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ISEN 315 Spring 2011 Dr. Gary Gaukler. 1.Master production schedule 2.Bill of material (BOM) 3.Inventory availability 4.Purchase orders outstanding 5.Lead.

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Presentation on theme: "ISEN 315 Spring 2011 Dr. Gary Gaukler. 1.Master production schedule 2.Bill of material (BOM) 3.Inventory availability 4.Purchase orders outstanding 5.Lead."— Presentation transcript:

1 ISEN 315 Spring 2011 Dr. Gary Gaukler

2 1.Master production schedule 2.Bill of material (BOM) 3.Inventory availability 4.Purchase orders outstanding 5.Lead times Effective use of dependent demand inventory models requires the following Dependent Demand

3 |||||||||||||||| |||||||||||||||| Time in weeks F 2 weeks 3 weeks 1 week A 2 weeks 1 week D E 2 weeks D G 1 week 2 weeks to produce B C E Start production of D Must have D and E completed here so production can begin on B Time-phased Product Structure

4 Lot Sizing For MRP Systems Assumptions: Consider only one item Demand known and deterministic Finite horizon No shortages No capacity constraints

5 Lot Sizing For MRP Systems Problem formulation:

6 Lot Sizing: Silver-Meal Heuristic In any given period, produce to cover demand in a future period as long as the average cost per period is reduced by doing so Algorithm: 1.Start in period 1. Calculate C(t): average per-period cost if all units for next t periods produced in period 1. 2.Select lowest t such that C(t)

7 Silver-Meal Example Assume net requirements are 18, 30, 42, 5, 20 Setup cost for production is $80 Holding cost $2 per unit per period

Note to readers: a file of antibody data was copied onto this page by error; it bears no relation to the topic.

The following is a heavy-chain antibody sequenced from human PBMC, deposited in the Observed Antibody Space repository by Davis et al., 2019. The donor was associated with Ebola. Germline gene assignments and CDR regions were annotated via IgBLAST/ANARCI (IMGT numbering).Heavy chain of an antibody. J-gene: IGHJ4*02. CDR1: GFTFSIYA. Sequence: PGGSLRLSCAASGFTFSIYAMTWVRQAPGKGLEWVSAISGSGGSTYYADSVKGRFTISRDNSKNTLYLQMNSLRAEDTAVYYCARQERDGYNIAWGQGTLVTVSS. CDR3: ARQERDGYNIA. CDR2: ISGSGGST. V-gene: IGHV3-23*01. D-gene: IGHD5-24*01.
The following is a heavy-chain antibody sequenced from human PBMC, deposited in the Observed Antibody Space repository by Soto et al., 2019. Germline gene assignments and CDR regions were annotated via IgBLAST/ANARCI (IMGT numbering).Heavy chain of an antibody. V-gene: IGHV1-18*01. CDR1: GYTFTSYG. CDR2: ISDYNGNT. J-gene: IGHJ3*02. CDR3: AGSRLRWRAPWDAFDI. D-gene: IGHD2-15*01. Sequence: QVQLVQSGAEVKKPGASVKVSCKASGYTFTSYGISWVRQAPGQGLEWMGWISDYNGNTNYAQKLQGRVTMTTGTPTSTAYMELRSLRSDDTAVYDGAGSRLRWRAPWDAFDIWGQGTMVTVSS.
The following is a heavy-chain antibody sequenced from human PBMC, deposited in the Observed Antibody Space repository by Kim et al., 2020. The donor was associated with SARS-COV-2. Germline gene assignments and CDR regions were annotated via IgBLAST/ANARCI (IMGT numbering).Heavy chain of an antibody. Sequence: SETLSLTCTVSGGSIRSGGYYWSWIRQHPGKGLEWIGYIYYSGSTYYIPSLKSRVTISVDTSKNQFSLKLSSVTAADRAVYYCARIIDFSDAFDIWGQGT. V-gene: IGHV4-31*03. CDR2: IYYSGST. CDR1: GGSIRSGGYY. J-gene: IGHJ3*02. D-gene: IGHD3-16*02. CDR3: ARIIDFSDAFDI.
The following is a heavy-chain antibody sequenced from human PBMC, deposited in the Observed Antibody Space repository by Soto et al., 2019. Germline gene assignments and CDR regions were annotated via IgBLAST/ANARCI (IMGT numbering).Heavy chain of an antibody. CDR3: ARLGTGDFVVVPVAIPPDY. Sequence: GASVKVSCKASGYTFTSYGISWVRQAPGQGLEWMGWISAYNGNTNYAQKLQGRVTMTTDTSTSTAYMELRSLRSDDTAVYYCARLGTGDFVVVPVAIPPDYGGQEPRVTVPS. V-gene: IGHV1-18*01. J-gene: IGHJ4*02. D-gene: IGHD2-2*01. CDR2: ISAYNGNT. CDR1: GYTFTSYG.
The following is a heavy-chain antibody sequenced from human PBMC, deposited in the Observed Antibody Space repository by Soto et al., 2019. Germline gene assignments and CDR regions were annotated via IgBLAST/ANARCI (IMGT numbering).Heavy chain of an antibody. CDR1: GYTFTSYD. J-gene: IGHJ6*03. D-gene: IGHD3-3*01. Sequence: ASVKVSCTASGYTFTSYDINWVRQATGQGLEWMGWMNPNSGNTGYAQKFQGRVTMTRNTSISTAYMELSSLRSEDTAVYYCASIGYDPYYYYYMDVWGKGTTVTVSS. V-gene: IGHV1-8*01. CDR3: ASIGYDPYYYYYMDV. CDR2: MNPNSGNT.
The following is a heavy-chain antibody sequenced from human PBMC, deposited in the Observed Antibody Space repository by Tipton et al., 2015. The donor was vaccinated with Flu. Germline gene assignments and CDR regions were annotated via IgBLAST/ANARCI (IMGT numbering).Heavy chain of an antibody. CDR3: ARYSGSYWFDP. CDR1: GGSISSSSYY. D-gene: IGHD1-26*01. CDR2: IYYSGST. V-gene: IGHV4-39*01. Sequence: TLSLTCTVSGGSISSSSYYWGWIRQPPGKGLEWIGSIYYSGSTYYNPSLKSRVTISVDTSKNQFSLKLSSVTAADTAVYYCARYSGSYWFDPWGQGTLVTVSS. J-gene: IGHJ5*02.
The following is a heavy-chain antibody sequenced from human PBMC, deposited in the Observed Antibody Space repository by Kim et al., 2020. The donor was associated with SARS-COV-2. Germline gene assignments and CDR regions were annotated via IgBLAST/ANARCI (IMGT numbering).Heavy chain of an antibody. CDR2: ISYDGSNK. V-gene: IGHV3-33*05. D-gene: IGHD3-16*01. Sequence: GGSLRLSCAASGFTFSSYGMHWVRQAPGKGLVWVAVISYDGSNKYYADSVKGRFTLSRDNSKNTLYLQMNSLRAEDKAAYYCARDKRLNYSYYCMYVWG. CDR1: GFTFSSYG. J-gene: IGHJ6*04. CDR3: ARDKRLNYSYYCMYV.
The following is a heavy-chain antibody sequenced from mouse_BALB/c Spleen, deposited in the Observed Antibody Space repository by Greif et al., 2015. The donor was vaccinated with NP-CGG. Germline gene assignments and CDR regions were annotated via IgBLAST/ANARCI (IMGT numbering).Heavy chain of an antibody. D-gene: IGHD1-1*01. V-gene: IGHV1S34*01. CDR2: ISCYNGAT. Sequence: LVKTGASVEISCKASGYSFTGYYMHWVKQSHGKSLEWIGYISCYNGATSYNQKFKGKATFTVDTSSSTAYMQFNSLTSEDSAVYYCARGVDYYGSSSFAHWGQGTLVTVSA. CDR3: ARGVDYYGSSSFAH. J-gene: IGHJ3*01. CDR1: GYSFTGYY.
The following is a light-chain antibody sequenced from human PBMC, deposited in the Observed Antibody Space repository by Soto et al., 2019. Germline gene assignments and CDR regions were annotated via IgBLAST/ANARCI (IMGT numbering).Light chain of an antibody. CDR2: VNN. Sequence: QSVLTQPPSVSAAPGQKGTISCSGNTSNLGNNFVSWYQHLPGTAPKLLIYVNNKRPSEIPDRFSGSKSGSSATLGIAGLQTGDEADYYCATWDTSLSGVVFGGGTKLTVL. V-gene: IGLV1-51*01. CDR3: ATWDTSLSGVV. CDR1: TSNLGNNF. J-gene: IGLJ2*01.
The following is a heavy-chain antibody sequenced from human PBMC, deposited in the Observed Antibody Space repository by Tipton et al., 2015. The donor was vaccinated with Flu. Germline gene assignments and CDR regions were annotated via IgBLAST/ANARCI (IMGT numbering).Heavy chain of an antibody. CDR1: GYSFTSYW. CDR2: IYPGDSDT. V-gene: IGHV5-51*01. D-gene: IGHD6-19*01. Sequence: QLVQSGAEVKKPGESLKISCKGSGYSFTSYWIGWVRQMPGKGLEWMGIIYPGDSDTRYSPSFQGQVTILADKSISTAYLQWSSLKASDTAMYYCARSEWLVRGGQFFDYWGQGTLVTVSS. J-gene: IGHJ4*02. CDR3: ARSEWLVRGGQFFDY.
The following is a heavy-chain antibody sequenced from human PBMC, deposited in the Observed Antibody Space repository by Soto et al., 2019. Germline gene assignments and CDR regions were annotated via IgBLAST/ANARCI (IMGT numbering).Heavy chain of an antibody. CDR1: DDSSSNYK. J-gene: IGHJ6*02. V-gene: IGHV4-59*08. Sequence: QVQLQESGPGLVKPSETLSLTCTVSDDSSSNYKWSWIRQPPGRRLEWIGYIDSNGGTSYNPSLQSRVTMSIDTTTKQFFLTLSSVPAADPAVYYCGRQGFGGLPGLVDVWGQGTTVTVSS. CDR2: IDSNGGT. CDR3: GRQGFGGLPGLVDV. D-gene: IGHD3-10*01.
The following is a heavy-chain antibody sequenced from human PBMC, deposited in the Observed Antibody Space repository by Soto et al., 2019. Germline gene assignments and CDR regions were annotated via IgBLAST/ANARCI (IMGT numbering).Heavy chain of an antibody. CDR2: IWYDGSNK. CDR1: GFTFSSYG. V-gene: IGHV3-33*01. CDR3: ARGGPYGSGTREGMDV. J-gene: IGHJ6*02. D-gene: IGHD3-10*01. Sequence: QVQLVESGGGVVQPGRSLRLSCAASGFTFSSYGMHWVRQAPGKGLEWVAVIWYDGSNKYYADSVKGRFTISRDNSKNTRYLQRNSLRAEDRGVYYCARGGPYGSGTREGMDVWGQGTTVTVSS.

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9 Production Schedule Changes So far, the MRP examples we discussed were static In reality, we need to update our production plans as time passes, thus MRP plans become dynamic The widest-used technique involves “rolling horizons”:

10 Production Schedule Changes Using rolling horizons can lead to fluctuations in the production schedule As we include more and updated information (e.g., demand forecasts) in each period, our production schedule can change This is called “system nervousness”

11 Production Schedule Changes Results of fluctuations: –Planning for capacity utilization becomes difficult Fluctuations become larger when we re-run MRP more often But: re-running MRP is our only way of incorporating more information!

12 Shortcomings of MRP

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14 MRP II

15  Goal of Lean production:  Supply the customer with their exact wants when the customer wants it without waste  Method: JIT  JIT is a philosophy of continuous and forced problem solving  JIT: continual improvement, pull system Just-in-time and Lean Production

16  Waste is anything that does not add value from the customer point of view  Storage, inspection, delay, waiting in queues, and defective products do not add value and are 100% waste Waste Reduction

17  Faster delivery, reduced work-in-process, and faster throughput all reduce waste  Reduced waste reduces room for errors emphasizing quality  Reduced inventory releases assets for other, productive purposes Waste Reduction

18  JIT systems require managers to reduce variability  Variability is any deviation from the optimum process  Less variability = less waste  Inventory hides variability Variability Reduction

19 Inventory level Process downtime Scrap Setup time Late deliveries Quality problems Reduce Variability

20 Inventory level Scrap Setup time Late deliveries Quality problems Process downtime Reduce Variability

21  A pull system uses signals to request production and delivery from upstream stations  Upstream stations only produce when signaled  System is used within the immediate production process and with suppliers Enabling JIT: Pull System

22 Experiment

23 – –Inventory Time Q 2 When average order size = 100 average inventory is 50 Q 1 When average order size = 200 average inventory is 100 Reduce Lot Sizes

24  High setup costs encourage large lot sizes  Reducing setup costs reduces lot size and reduces average inventory  Setup time can be reduced through preparation prior to shutdown and changeover Reduce Setup Costs

25 Reduced space and inventory  With reduced space, inventory must be in very small lots  Units are always moving because there is no storage Implications for Manufacturing


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